The increasing demand by car producers for materials with high resistance and ductility is leading to the development of new advanced high strength steels (AHSS) in order to develop light cars, to reduce fuel consumption and to increase safety passenger with higher crash resistance. Recently a new family of AHSS is under study: quenching and partitioning (Q&P), which by an innovative heat treatment would lead to tensile strength above 1000-1200MPa and elongation higher than 10%. The Q&P process is made mainly in two step: quenching to a temperature between martensite start (Ms) and martensite finish (Mf) temperatures and partitioning to a relatively low temperature in order to promote carbon diffusion from carbon supersaturated martensite to retained austenite (in this way it's leading to stabilization of the austenite phase). In the composition of Q&P steel there are always elements provide enough hardenability (as Mn, Mo) and some that suppress the transformation of austenite in to ferrite and/or bainite during quenching. Another important requirement is to suppress completely the carbide precipitation during partitioning heat treatment, this is possible alloying elements such Si and/or Al (carbide formation retarding). In this study, low carbon steel alloyed with Mn, Si and Mo, was subjected to different thermal Q&P cycles by the thermomechanical simulator (changing annealing temperature always in intercritical field, quenching and partitioning temperatures and times) with the aim to evaluate the influence of process parameters on microstructure and consequently on mechanical properties. This work is part of a wider study about Q&P process which regards research on different compositions and thermal parameters. The critical point of steel was measured with "Differential Thermal Analysis" (DTA); the microstructure was investigated by optical and electronic microscopy (SEM); volume fraction of austenite retained at room temperature was measured by X rays diffraction; HV hardness measurements were performed. All samples studied have very fine microstructure, the mainly phases are: ferrite (intercritical and epitaxial), lath martensite, retained austenite and austenite with different transformation rate. In some samples phases unwanted were found as tempered martensite and bainite: their presence means that reactions competitive to partinioning were happened. Morphology and the amount of all phases depend by thermal parameters. Considering the numbers of variables of Q&P process, the multiplicity and the different morphologies of phases, the different amount and transformation rate of “retained” austenite, it's very difficult to establish a significant correlation at the present state of research among hardness, microstructure and mechanical properties. Transmission electron microscopy (TEM) examinations and identification of present phases by Electron back scattering diffraction (EBSD) are in progress and they could be useful to clarify. Anyway, about the first three cycles (they differ only for soaking temperature) it's possible to observe that: the third cycle has the highest tensile strength (1294 N/mm2), in agreement with hardness and the presence in the microstructure of martensite almost with rods morphology, lower amount of tempered martensite and ferrite (higher soaking temperature) than cycles 1 and 2. Unfortunately, the ratio Rp0.2/Rm is too high and elongation is not satisfying. The QP1 sample has yield strength and elongation modest (in agreement with copious amounts of tempered martensite and a few areas of retained austenite). Cycles 2 shows lower Rm than QP3 but yield strength and elongation are sufficient: all of these characteristics are in accordance with hardness, amount of retained austenite determined, martensite in forms of rods and plates and higher amount of ferrite and tempered martensite than QP3. The samples subjected to fourth and fifth cycles have satisfactory mechanical characteristics: in particular QP4 sample has high tensile strength, good Rp0.2/Rm ratio and elongation. About the last one, elongation is lower than QP5 sample, probably because of connection with the lower amount of retained austenite. There are some analogies between QP2 and QP5 experimental results, it follows that the different quenching temperature and the little difference between the two partitioning temperatures don't have influenced the mechanical behaviour. It's impossible to correlate the retained austenite fraction of all samples with mechanical behavior, but it was observed a correlation between mechanical characteristics and the presence of abundant "packets" (alternated platelets of lath martensite and austenite/ ferrite/bainite). In this case, austenite is close to martensite (supersaturated solution of C), so especially it's enriched of Carbon as it's useful for Q&P effect, but X-Ray diffraction can't detect only these areas because it measure the total amount of austenite. Overall, all mechanical properties of samples after 2, 4 and 5 cycles are acceptable (the only one analogies of treatment is intermediate soaking temperature). In particular, after cycle 4 it was obtained high tensile strength, similar to the value of QP3, without lacking in elongation and Rp0.2/Rm ratio.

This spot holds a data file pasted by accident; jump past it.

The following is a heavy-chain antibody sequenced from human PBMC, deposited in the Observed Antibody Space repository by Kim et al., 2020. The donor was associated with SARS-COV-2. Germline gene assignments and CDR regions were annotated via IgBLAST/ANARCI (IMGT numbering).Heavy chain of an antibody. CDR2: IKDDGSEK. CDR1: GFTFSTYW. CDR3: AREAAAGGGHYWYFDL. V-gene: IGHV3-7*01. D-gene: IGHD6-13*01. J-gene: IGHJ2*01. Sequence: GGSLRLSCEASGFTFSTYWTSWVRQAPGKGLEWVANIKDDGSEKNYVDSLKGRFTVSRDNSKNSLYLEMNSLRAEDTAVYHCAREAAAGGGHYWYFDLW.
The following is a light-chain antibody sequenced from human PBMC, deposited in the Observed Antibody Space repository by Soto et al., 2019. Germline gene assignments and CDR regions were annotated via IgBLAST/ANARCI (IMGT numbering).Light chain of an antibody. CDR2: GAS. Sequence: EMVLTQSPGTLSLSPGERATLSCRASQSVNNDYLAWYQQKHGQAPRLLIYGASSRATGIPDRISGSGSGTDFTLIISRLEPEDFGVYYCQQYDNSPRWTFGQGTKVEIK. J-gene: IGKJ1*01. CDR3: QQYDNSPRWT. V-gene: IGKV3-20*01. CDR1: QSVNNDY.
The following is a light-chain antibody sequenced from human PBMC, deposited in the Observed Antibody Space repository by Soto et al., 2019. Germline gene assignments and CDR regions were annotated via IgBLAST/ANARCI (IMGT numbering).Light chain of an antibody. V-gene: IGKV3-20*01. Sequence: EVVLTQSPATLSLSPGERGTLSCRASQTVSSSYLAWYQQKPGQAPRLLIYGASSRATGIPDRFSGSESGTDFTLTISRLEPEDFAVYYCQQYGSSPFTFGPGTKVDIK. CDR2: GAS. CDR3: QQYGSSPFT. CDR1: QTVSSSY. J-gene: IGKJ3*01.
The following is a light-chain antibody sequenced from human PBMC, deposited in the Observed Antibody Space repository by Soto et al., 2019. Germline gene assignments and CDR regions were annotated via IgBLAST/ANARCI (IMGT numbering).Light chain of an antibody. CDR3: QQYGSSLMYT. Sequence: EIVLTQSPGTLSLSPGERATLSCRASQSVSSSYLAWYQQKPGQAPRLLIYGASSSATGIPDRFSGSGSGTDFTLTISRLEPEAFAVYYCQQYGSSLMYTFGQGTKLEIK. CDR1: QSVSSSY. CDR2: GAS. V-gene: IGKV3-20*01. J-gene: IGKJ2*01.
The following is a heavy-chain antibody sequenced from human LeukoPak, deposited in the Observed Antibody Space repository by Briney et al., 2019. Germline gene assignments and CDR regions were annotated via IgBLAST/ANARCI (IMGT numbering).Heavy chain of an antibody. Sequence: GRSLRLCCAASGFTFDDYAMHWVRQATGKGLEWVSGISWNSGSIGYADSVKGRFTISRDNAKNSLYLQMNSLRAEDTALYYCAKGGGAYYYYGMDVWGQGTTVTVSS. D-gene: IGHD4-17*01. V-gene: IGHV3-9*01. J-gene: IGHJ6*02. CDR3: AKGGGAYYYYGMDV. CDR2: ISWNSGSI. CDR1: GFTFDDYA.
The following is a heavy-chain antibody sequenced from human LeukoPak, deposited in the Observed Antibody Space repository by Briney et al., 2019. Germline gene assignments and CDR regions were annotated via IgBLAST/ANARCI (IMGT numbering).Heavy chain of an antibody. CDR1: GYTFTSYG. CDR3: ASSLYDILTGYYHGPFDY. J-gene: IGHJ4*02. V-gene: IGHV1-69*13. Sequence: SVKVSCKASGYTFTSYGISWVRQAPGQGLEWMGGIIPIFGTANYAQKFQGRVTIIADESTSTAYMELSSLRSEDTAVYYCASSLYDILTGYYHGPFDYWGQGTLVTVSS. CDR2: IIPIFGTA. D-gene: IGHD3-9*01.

Caratterizzazione microstrutturale e meccanica di un acciaio Q&P al Silicio e Molibdeno